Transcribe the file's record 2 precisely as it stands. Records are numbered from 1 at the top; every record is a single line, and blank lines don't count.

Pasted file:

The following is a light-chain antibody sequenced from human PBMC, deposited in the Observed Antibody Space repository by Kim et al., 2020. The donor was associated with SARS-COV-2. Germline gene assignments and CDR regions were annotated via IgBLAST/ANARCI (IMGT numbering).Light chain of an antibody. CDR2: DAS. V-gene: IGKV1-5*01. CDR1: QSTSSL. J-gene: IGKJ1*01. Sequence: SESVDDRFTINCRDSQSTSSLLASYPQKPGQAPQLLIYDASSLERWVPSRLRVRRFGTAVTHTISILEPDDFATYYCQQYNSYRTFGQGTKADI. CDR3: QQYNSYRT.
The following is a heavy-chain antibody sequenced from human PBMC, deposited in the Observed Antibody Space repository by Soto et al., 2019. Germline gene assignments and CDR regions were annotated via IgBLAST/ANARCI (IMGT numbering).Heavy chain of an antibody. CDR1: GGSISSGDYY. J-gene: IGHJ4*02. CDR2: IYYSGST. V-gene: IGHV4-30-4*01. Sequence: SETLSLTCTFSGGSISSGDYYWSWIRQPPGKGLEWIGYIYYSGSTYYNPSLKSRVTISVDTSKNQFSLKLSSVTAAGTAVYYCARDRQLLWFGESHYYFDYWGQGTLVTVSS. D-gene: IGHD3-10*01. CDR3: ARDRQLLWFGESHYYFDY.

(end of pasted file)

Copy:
The following is a heavy-chain antibody sequenced from human PBMC, deposited in the Observed Antibody Space repository by Soto et al., 2019. Germline gene assignments and CDR regions were annotated via IgBLAST/ANARCI (IMGT numbering).Heavy chain of an antibody. CDR1: GGSISSGDYY. J-gene: IGHJ4*02. CDR2: IYYSGST. V-gene: IGHV4-30-4*01. Sequence: SETLSLTCTFSGGSISSGDYYWSWIRQPPGKGLEWIGYIYYSGSTYYNPSLKSRVTISVDTSKNQFSLKLSSVTAAGTAVYYCARDRQLLWFGESHYYFDYWGQGTLVTVSS. D-gene: IGHD3-10*01. CDR3: ARDRQLLWFGESHYYFDY.